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  • Janilyn Kocher
    January 1, 1970
    My Dead Parents is a memoir written by the youngest daughter. She describes a childhood inundated with a demanding, largely absentee father and a mother increasingly spiraling into extreme alcoholism. After both parents' deaths, the author pieces together the story of her parents' lives, their marriage, and begins to see and comprehend more than she had before. In the end, I think she made peace with the difficulties of her past and came to accept her parents for who they were. Thanks to NetGall My Dead Parents is a memoir written by the youngest daughter. She describes a childhood inundated with a demanding, largely absentee father and a mother increasingly spiraling into extreme alcoholism. After both parents' deaths, the author pieces together the story of her parents' lives, their marriage, and begins to see and comprehend more than she had before. In the end, I think she made peace with the difficulties of her past and came to accept her parents for who they were. Thanks to NetGalley for the advance copy.
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  • Carla
    January 1, 1970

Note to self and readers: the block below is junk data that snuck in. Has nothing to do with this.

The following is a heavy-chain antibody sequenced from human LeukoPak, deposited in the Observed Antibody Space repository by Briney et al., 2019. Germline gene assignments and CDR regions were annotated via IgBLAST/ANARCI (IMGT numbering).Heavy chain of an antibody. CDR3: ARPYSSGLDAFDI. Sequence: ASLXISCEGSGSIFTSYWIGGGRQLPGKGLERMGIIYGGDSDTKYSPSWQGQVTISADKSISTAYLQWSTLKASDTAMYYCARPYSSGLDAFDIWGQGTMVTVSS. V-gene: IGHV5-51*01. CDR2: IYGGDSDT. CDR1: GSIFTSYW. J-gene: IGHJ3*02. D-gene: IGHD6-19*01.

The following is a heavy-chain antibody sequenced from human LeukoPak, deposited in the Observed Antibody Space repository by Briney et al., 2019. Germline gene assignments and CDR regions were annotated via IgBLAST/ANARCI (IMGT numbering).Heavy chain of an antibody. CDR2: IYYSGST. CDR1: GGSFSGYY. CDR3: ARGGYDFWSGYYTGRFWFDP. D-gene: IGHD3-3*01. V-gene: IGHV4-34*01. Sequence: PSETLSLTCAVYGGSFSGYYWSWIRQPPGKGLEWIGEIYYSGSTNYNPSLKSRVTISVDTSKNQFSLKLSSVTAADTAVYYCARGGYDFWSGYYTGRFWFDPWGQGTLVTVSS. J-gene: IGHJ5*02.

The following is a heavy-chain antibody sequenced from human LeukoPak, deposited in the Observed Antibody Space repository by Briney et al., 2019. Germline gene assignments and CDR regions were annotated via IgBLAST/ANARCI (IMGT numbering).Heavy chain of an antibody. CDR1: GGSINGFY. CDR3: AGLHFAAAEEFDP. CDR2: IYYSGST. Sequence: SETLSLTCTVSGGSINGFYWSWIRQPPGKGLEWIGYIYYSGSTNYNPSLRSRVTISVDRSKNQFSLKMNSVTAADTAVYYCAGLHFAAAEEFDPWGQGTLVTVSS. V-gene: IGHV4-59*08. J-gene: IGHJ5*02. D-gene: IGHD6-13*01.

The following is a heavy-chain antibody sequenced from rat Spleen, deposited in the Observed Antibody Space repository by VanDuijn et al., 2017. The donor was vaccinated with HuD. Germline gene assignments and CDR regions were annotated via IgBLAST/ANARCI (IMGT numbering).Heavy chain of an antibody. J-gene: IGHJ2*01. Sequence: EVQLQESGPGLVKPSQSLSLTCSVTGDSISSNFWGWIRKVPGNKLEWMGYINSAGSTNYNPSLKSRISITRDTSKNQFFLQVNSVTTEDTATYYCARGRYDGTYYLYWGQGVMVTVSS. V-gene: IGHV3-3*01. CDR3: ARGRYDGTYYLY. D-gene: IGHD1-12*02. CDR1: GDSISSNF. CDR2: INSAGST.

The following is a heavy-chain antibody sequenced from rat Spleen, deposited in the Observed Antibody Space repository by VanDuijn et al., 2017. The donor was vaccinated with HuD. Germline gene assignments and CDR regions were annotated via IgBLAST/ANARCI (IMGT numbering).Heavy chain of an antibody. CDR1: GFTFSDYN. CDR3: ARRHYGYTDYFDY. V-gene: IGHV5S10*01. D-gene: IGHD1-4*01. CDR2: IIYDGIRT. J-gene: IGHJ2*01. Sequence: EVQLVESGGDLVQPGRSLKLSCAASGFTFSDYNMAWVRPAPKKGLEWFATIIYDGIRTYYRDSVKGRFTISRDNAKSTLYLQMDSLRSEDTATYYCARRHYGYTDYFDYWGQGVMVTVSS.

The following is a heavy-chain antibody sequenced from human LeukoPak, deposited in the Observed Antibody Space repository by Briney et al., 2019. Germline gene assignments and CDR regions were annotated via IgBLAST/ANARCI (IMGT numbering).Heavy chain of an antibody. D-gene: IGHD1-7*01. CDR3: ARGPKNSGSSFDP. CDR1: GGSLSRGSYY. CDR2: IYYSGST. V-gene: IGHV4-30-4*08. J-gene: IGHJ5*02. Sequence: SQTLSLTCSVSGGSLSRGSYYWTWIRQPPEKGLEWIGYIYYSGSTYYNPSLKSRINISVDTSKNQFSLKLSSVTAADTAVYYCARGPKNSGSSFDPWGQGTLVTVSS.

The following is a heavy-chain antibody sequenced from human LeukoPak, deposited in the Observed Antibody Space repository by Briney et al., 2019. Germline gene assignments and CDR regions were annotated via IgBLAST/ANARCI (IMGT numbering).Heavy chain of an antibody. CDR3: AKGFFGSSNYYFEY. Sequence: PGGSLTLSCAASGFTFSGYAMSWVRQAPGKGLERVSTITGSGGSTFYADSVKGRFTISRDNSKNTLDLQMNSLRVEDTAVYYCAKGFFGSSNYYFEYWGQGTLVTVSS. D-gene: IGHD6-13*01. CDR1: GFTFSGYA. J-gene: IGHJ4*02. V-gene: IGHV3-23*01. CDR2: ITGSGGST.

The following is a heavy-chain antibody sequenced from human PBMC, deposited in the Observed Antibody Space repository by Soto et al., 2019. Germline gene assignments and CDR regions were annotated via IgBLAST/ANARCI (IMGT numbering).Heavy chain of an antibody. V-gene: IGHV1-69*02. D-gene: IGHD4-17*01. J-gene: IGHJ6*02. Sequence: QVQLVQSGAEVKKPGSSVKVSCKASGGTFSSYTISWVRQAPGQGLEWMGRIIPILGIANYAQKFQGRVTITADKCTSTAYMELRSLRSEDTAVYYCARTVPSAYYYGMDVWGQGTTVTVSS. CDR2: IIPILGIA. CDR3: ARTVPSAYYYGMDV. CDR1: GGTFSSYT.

I received an ARC of this book as a Goodreads giveaway. Thanks!What an interesting memoir of a daughter trying to reconcile what she perceived to be her parents' 2 different lives.After their deaths, the author went on an emotional journey to get to know her parents.Thank you, Anya, for sharing your deeply personal story.
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  • Angie C
    January 1, 1970
    I borrowed this from a friend who got an advanced copy and couldn't put it down. Like the author, I feel like I didn't know my parents as well as I wanted, and I found this book incredibly moving and brave. I've already pre-ordered a copy for my brother!
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  • Sara Pepas
    January 1, 1970
    I won this book in a Goodreads giveaway. An interesting memoir but also a sad one. It took a lot of guts for Anya to tell her story but also be willing to learn more about who her parents really wore.
  • Sharon
    January 1, 1970
    Nicely done.this was a goodreads giveaway
  • Crystal Zavala
    January 1, 1970
    Dear Anya,Thank you so much for sharing your story with me, with the world. I relate so closely to the relationship that you had (or didn't have) with your Father. I also relate to having an alcoholic Mother. You and your sister have been through a lot and should be proud of how you have come out stronger on the other end.I know that this isn't a typical review, but I felt so close to you after reading your memoir that I wanted to write it directly to you.Sincerely,Crystal